The State Water Resources Control Board has broad management authority over groundwater use and conservation; new regulations on groundwater sustainability were issued by the Board in June 2016. See §3.13D.
The State of California holds tidelands and navigable waters in trust to preserve these resources for public purposes. Navigable waters are also subject to federal environmental law; an individual has standing to pursue a claim against a noncompliant landowner if the individual can demonstrate he or she has been injured because of violations of environmental laws. California Sportfishing Protection Alliance v River City Waste Recyclers, LLC (ED Cal 2016) 205 F Supp 3d 1128. See §3.20.
Federal regulations to clarify the definition of "waters of the United States," published in June 2015, were stayed nationwide in Ohio v U.S. Army Corps of Eng'rs (In re EPA & DOD Final Rule) (6th Cir 2015) 803 F3d 804. Following that, President Trump issued Executive Order No. 13778 (Feb. 28, 2017) directing the responsible agencies to reconsider the narrower interpretation of "waters of the United States" under Supreme Court precedent and to rescind or revise the 2015 regulations accordingly. See §3.20.
The California Supreme Court is reviewing Lynch v California Coastal Comm'n (review granted Dec. 10, 2014, S221980; superseded opinion at 229 CA4th 658) (court of appeal opinion declared unconstitutional "expiration condition" on seawall construction permit because it essentially required homeowners to convey to Coastal Commission negative easement across their bluffs without compensation). See §3.22A.
Utility Easements & Liability. Permanent rights-of-way over public land for utility purposes are usually subject to environmental impact review primarily under the National Environmental Policy Act of 1969, but other federal laws may also apply. See Protect Our Communities Found. v Jewell (9th Cir 2016) 825 F3d 571 (government agency not liable under conservation statutes for its regulatory decision to grant right-of-way, subject to numerous mitigation measures, for development and operation of renewable wind energy project). See §4.18A.
When underground utility facilities (i.e., subsurface installations) exist, farming activities, trenching, construction excavation, and other digging activities may present a hazard to public safety, the utility facilities, or both. A system to notify of the intent to excavate and to determine the location and depth of all subsurface installations within the area of a planned excavation is established under Govt C §§4216—4216.24, which were substantially amended in 2016. See §5.9.
In Wilson v Southern Cal. Edison Co. (2015) 234 CA4th 123, the jury found in favor of plaintiff on her claims for intentional infliction of emotional distress, negligence, and nuisance because the defendant failed to properly supervise, secure, operate, maintain, or control the electrical substation next door to plaintiff's home, allowing uncontrolled stray electrical currents to enter the home. See §5.10.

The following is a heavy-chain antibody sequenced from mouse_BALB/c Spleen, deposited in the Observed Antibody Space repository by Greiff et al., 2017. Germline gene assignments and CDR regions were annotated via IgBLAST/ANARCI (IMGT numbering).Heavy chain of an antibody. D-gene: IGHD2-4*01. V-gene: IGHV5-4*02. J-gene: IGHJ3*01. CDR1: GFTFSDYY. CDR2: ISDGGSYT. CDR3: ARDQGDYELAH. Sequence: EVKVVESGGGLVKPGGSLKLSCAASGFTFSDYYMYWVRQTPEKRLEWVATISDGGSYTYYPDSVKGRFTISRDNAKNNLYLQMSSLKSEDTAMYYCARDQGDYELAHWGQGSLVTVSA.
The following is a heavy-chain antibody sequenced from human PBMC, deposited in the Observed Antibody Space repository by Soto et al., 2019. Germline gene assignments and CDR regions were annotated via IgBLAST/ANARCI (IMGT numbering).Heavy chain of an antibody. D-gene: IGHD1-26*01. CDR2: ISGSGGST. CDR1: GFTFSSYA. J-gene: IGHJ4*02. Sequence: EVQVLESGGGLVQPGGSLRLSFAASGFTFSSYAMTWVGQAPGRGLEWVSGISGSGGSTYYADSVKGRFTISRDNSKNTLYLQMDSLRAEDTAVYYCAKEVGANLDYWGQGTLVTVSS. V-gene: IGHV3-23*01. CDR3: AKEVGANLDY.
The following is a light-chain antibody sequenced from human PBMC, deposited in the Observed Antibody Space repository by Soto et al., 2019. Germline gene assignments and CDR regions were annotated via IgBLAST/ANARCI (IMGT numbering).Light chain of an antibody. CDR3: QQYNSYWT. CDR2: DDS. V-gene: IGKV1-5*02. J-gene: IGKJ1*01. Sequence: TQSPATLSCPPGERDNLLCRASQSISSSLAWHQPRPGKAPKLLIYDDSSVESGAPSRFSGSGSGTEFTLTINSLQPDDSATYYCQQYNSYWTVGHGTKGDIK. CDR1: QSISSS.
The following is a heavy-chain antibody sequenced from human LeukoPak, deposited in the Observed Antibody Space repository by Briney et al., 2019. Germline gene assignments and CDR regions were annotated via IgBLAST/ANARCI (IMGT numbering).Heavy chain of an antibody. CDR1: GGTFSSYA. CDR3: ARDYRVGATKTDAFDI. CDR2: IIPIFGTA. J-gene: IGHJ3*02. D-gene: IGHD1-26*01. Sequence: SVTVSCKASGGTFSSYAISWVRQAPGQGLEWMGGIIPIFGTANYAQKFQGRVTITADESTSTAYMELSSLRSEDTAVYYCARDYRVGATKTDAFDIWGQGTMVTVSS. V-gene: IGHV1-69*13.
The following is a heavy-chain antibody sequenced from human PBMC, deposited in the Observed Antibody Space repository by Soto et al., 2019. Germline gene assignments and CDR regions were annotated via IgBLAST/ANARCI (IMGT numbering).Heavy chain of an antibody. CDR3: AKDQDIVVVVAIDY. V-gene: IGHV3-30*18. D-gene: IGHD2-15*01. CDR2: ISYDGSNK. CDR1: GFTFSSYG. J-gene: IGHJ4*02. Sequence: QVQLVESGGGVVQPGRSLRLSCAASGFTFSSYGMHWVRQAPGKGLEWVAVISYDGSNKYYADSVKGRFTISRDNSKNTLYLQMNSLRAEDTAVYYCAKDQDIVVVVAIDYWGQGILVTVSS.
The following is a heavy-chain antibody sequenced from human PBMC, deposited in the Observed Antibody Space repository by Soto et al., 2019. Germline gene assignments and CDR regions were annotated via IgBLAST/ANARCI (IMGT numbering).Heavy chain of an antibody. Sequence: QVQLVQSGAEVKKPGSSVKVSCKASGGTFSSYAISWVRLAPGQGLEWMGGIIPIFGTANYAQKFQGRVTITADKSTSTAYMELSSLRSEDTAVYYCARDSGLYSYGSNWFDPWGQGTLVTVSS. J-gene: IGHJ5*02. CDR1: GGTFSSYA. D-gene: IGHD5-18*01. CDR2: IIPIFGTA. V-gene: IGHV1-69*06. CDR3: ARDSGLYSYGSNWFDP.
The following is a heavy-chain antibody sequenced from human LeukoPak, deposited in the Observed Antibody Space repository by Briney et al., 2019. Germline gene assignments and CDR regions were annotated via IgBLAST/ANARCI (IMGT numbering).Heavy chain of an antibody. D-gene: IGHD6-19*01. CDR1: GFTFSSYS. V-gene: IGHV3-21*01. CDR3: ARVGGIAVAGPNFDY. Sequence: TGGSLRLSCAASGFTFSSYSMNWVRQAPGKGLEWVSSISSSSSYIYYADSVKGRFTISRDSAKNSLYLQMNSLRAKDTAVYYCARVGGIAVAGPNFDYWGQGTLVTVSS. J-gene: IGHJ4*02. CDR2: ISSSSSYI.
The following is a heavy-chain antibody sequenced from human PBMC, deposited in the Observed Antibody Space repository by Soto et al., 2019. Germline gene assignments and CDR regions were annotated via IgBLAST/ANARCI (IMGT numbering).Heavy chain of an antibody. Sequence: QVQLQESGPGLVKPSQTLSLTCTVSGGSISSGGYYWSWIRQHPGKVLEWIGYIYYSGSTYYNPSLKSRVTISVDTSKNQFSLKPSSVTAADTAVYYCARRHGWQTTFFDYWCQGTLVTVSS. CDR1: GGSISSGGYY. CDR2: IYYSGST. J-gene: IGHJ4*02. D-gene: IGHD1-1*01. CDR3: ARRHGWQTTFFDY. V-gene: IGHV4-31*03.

Conservation Easements & Deductibility. A detailed checklist to assist attorneys in negotiating and drafting conservation easements was added to chap 6. See §6.1A.
Until January 1, 2020, a city or county must charge the owner a rescission fee of 10 percent of the fair market value of the property at the time of the conversion of land protected under the Williamson Act to a solar-use easement project. Govt C §51255.1(c). See §6.8B.
Greenway easements are different from traditional conservation easements in substantial ways; in addition to promoting preservation of land in its natural condition, greenway easements are intended to (1) encourage development of greenway corridors adjacent to urban waterways consistent with restoration efforts made at those waterways at the time of the creation of the easement and (2) preserve existing greenways adjacent to urban waterways under CC §§816.50, 816.52(c). See §§6.8C.
Grantors of conservation easements must initially have a legally cognizable interest in the property in order to realize income tax deduction benefits for donating the easement. RP Golf, LLC, TC Memo 2016—80. See §6.15.
Under Treasury Regulations, inconsistent use of the donated easement is prohibited, and a tax deduction will not be allowed if the easement would accomplish one of the enumerated conservation purposes but would permit destruction of other significant conservation interests. In John A. Atkinson, TC Memo 2015—236, the court concluded that the manner of operating a golf course could cause the naturally occurring ecosystem to be injured or destroyed because the petitioners sprayed pesticides, insecticides, fungicides, herbicides, and fertilizers on nearly 63 percent of the easement area. See §6.15.
No deduction is allowed for a conservation easement on property that is subject to a mortgage, unless the mortgage lender subordinates its rights in the property at the time of the easement donation to the right of the grantee or qualified organization to enforce the conservation purposes of the easement. Minnick v Commissioner (9th Cir 2015) 796 F3d 1156, 1160; RP Golf, LLC, TC Memo 2016—80. See §§6.15, 6.30.